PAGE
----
But it is nevertheless a fact. What is bad for nature is not traditional and respectful farming but intensive and abusive breeding.
This is the real battle to be fought. It’s important to rethink the way we eat: we do not need so many animal products. Perhaps by consuming in a more balanced way, with more seasonal and local fruits and vegetables, we will restore our health.
It is not the quantity of products that matters, or their exclusivity or exoticness (the so called “superfoods”, for example), but the quality, accessibility and proximity of them.
Another aspect of the interview that may have also challenged popular beliefs is that not all forests provide the same benefits to nature. Some forests are useless, and it would be wiser to have meadows in order to allow certain animals and insects to have spaces and habitats suitable for their development.
This is why forest management is a very complex issue, and why sometimes it is better not to plant young forests but to allow older forests that provide huge ecosystem services to thrive.
Being an actor for biodiversity: it’s easy!
Núria is above all someone who observes nature – for it is by observing it that you can understand it and learn what threatens it and what helps it to thrive.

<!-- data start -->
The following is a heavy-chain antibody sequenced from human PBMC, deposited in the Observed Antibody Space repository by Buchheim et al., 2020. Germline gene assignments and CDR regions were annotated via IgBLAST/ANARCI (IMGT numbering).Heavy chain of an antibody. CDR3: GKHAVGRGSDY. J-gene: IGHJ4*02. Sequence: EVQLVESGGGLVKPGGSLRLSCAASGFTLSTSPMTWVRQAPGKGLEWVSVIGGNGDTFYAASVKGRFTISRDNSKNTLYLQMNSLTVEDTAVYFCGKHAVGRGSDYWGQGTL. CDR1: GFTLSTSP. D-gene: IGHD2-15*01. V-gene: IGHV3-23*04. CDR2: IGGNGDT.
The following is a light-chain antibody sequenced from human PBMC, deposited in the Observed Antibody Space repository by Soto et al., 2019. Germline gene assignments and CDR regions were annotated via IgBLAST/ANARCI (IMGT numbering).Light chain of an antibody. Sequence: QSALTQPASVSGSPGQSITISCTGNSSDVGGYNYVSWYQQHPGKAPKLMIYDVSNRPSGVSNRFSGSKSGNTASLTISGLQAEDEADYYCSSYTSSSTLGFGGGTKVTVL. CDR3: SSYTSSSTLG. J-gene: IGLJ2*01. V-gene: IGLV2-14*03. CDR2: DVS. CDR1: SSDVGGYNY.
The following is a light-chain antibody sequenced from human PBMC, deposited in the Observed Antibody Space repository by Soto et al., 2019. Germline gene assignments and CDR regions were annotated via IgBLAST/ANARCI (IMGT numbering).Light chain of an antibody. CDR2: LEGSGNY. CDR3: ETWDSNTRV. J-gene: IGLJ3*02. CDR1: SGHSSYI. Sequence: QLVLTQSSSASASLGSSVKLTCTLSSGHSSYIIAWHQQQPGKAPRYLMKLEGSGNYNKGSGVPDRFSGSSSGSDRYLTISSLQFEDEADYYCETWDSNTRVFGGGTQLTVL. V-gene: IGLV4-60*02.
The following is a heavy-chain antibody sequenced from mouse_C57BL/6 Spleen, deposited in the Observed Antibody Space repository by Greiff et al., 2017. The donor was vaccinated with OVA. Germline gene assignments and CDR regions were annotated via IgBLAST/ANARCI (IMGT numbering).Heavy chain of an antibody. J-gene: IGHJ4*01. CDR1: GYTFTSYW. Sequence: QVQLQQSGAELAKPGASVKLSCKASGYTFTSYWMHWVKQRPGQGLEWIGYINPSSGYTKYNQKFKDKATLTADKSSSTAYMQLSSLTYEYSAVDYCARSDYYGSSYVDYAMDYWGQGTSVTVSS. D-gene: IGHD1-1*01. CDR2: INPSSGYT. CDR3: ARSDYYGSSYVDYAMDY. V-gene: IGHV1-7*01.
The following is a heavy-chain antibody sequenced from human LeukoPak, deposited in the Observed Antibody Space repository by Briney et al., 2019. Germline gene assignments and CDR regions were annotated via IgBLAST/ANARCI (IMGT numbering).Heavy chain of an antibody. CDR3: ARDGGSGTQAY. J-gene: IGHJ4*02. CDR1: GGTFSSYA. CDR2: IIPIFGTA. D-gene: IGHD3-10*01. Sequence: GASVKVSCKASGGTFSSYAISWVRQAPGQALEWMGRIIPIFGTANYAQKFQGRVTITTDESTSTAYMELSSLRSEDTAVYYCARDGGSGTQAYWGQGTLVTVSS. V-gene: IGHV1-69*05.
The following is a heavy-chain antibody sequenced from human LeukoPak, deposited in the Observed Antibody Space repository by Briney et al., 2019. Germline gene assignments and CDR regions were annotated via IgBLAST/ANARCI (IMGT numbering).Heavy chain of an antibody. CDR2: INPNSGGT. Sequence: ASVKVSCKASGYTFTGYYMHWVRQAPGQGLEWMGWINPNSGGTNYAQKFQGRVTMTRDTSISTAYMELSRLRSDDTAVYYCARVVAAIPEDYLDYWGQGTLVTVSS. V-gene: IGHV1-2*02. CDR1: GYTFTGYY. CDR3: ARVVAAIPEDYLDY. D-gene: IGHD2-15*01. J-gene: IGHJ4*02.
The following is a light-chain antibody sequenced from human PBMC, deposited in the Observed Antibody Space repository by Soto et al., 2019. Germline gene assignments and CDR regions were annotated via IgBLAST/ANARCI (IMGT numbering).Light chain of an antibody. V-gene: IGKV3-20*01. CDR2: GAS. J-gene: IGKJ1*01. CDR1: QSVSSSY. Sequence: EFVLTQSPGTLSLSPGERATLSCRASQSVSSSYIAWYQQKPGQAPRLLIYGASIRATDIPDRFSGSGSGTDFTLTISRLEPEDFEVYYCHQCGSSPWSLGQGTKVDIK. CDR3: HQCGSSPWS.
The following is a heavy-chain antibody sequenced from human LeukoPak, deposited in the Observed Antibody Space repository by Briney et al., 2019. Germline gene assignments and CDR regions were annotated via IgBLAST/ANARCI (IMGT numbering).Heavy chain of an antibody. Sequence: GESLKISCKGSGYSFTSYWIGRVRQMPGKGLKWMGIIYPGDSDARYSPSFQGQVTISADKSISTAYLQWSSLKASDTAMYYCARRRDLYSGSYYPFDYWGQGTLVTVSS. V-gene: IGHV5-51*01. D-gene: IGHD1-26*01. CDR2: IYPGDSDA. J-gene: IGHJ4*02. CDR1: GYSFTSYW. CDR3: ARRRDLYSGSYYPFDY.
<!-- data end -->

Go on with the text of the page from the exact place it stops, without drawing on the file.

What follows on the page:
Therefore, she tells us we can register on observation platforms and scientists use citizen observations to help them advance in the protection of biodiversity and the environment.
Watching birds from your window or while out walking, alerting about invasive species like tiger mosquitoes, are easy things to do that greatly help scientists protect our planet and our health!
If you want to know more about this interview, I invite you to watch it on our new YouTube channel. It is in Spanish, but you can put on the English subtitles that have been translated by native English speakers and added manually (days of work in the name of educating about biodiversity!).
If you prefer, we’ve transcribed the whole interview on World Travel Able blog.